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October 16, 2017

Book Notes - Barney Hoskyns "Joni: The Anthology"

Joni: The Anthology

In the Book Notes series, authors create and discuss a music playlist that relates in some way to their recently published book.

Previous contributors include Bret Easton Ellis, Kate Christensen, Lauren Groff, T.C. Boyle, Dana Spiotta, Amy Bloom, Aimee Bender, Jesmyn Ward, Heidi Julavits, Hari Kunzru, and many others.

Joni: The Anthology, a collection of interviews, commentary, and commentary, illuminates the life and art of Joni Mitchell.

The Atlantic wrote of the book:

"Nearly 50 years' worth of critical efforts to solve Mitchell’s mysteries have now been rounded up in Barney Hoskyns's Joni: The Anthology....what comes through most consistently is a possessive impulse, a desire to really know an artist whose fierce privacy has often seemed at odds with the impression of intimacy conveyed by her music."

In his own words, here is Barney Hoskyns' Book Notes music playlist for his book Joni: The Anthology:

Joni Mitchell's 10 Best Albums

1 Court and Spark (1974)
An ultra-cool masterpiece about the '70s SoCal high life, set to stunning jazz-lite arrangements by Tom Scott and his L.A. Express. Breezy freeway chords and slick licks suggested a kind of female Steely Dan, while Mitchell's lyrics were alternately arch and angst-ridden. The newly chic Joni swanned through 'People's Parties', but behind the paved-paradise façade lurked the brooding introversion of 'Trouble Child'. It was Mitchell at the peak of her powers.

2 Blue (1971)
A virtual concept album about romantic love, Blue was written after a stormy affair with fellow acoustic navel-gazer (and heroin addict) James Taylor. It could almost have been an extended therapy session: just Joni alone in the studio with engineer Henry Lewy, warbling of love's waxing and waning. "Will you take me as I am," she sang on 'California', "strung out on another man?" Yes, unhappy damsel, we will.

3 Ladies of the Canyon (1970)
This seminal SoCal album was the sound of Joni growing up – and out of the wide-eyed folkie ingenuousness of 'Chelsea Morning' and 'Both Sides Now'. The arrangements were more ambitious, the ambiguities richer. 'Big Yellow Taxi' was Joni in exuberant satirical mode, strumming and whooping. 'Woodstock' was an ominous hymn to the counter-cultural Catskills gathering she never got to.

4 The Hissing of Summer Lawns (1975)
In opting to write "social description" rather than "personal confession," Mitchell provoked the ire of fans and critics alike. Yet The Hissing's complex studies of suburban malaise comprised one of her greatest collections. 'Harry's House' and 'The Hissing of Summer Lawns' dissected white-collar America with clinical precision, while airy ruminations such as 'The Boho Dance' and 'Edith and the Kingpin' were bittersweet-beautiful. A mid-'70s masterwork.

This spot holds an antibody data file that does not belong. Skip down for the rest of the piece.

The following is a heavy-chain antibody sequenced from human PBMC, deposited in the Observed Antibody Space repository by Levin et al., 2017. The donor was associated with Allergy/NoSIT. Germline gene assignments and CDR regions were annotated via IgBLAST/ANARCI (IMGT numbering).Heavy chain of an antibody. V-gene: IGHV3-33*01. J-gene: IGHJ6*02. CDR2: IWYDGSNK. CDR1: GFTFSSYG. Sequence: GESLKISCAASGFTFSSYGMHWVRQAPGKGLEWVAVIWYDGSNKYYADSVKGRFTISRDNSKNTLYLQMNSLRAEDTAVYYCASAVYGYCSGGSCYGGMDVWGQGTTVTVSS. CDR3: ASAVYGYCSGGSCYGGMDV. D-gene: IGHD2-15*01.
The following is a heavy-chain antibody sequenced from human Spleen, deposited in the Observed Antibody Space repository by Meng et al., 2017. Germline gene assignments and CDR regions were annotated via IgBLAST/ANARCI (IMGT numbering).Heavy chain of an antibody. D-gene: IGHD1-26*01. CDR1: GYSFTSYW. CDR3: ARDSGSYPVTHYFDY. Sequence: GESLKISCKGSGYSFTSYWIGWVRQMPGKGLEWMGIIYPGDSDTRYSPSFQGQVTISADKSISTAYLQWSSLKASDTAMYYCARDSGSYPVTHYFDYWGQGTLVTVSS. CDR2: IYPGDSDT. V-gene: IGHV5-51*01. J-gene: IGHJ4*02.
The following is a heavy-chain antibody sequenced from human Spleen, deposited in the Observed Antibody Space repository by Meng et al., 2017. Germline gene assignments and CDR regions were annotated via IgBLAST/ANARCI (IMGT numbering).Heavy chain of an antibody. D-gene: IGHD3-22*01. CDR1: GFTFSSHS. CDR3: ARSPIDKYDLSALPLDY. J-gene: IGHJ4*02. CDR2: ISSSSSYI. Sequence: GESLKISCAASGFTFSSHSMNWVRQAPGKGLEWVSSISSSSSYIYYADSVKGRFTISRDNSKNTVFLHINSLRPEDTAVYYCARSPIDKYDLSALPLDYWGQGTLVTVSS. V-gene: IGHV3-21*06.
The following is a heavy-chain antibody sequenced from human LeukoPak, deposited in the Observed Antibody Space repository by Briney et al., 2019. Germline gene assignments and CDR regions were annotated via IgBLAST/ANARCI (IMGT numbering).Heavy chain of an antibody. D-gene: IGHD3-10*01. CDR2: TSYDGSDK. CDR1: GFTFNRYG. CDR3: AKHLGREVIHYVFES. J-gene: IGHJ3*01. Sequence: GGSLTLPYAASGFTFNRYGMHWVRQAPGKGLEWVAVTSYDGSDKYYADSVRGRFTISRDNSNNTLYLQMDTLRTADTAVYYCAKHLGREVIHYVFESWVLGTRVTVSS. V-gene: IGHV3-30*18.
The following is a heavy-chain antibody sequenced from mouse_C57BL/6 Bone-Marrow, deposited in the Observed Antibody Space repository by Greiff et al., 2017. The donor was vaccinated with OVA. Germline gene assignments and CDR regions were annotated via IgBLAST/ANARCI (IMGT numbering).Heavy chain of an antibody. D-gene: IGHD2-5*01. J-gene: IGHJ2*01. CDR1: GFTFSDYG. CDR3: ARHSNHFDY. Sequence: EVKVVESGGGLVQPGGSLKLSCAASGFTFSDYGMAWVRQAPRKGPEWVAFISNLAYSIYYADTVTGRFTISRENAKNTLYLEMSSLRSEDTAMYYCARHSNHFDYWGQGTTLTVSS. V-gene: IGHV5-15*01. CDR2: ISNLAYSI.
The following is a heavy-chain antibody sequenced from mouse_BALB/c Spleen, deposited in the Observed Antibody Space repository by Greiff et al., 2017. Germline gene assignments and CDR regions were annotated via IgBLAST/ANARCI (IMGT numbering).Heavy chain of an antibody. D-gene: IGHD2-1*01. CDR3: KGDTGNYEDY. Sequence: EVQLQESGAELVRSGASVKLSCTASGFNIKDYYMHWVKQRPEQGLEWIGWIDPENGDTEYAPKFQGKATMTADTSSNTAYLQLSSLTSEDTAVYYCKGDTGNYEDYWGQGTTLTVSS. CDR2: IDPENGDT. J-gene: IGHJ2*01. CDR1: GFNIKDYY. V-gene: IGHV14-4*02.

5 Hejira (1976)
Mitchell has stated that Hejira is her most overlooked and underrated work, and one can hear why. Stripping her sound down to guitar, minimal percussion and the ultra-melodic bass playing of tragic Jaco Pastorius, this was Joni alone again, drifting across an older, wilder, weirder America.

6 For the Roses (1972)
The forgotten bridge between Blue and Court and Spark, Roses was written in retreat, in the remote wilds of British Columbia. Haunted by the same losses and regrets as its predecessor, it felt less naked. And 'You Turn Me On, I'm A Radio' returned us to the playful Joni of 'Big Yellow Taxi'.

7 Night Ride Home (1991)
Joni's stripped-down '90s sound was unveiled on this dreamily soulful, overtly nostalgic collection. Acoustic guitars, bongos and congas, Wayne Shorter's twittering sax and Joni's increasingly nicotine-stained voice: all combined to create sexy, sensual moods.

8 Turbulent Indigo (1994)
Lateish Joni: husky, anguished, inveighing against contemporary ills ('Sex Kills') while her heart bled for her sex ('Not to Blame'). An apocalyptic counterpart to Night Ride Home, caustic but deeply moving.

9 Dog Eat Dog (1985)
While it was odd to hear Mitchell backed by thudding drum machines and squalling L.A. geetars, Thomas Dolby's sonic flange actually suited the splenetic bent of these songs. This was Dame Joni on the highest of horses, laying waste to Gordon's Gekko Amerika in the soulless big-hair '80s.

10 Chalk Mark In A Rainstorm (1988)
At the tail end of a troubled, fish-out-of-water decade, Joni found her feet again with this lush, assured set. Heavy on Native American mysticism, Chalk Mark harked back to the techno-rock of Dog Eat Dog but also anticipated the unplugged jazziness of Night Ride Home. Oh, and Billy Idol was on it.

Barney Hoskyns and Joni: The Anthology links:

the editor's website
the editor's Wikipedia entry

Atlantic review
Kirkus review
PopMatters review
Publishers Weekly review

Largehearted Boy Book Notes playlist by the editor for Small Town Talk: Bob Dylan, The Band, Van Morrison, Janis Joplin, Jimi Hendrix and Friends in the Wild Years of Woodstock

also at Largehearted Boy:

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